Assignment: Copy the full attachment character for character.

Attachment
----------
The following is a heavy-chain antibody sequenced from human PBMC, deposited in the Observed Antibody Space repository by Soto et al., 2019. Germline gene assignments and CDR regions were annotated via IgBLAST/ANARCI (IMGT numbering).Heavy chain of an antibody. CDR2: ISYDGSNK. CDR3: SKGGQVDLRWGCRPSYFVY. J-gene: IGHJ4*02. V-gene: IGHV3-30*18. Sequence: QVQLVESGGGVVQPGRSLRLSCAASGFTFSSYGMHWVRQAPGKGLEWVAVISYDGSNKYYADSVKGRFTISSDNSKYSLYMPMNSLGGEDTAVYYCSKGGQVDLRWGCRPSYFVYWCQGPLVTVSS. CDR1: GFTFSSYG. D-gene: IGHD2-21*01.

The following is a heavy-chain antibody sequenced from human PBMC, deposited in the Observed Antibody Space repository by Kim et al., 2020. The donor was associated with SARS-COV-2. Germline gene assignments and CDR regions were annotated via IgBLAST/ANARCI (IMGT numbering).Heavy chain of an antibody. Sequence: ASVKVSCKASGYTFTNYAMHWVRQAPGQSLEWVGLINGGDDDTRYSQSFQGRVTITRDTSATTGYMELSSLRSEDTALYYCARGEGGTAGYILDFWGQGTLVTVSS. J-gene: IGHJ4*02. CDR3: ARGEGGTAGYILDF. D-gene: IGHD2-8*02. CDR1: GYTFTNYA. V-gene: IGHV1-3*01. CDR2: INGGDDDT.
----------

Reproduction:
The following is a heavy-chain antibody sequenced from human PBMC, deposited in the Observed Antibody Space repository by Soto et al., 2019. Germline gene assignments and CDR regions were annotated via IgBLAST/ANARCI (IMGT numbering).Heavy chain of an antibody. CDR2: ISYDGSNK. CDR3: SKGGQVDLRWGCRPSYFVY. J-gene: IGHJ4*02. V-gene: IGHV3-30*18. Sequence: QVQLVESGGGVVQPGRSLRLSCAASGFTFSSYGMHWVRQAPGKGLEWVAVISYDGSNKYYADSVKGRFTISSDNSKYSLYMPMNSLGGEDTAVYYCSKGGQVDLRWGCRPSYFVYWCQGPLVTVSS. CDR1: GFTFSSYG. D-gene: IGHD2-21*01.

The following is a heavy-chain antibody sequenced from human PBMC, deposited in the Observed Antibody Space repository by Kim et al., 2020. The donor was associated with SARS-COV-2. Germline gene assignments and CDR regions were annotated via IgBLAST/ANARCI (IMGT numbering).Heavy chain of an antibody. Sequence: ASVKVSCKASGYTFTNYAMHWVRQAPGQSLEWVGLINGGDDDTRYSQSFQGRVTITRDTSATTGYMELSSLRSEDTALYYCARGEGGTAGYILDFWGQGTLVTVSS. J-gene: IGHJ4*02. CDR3: ARGEGGTAGYILDF. D-gene: IGHD2-8*02. CDR1: GYTFTNYA. V-gene: IGHV1-3*01. CDR2: INGGDDDT.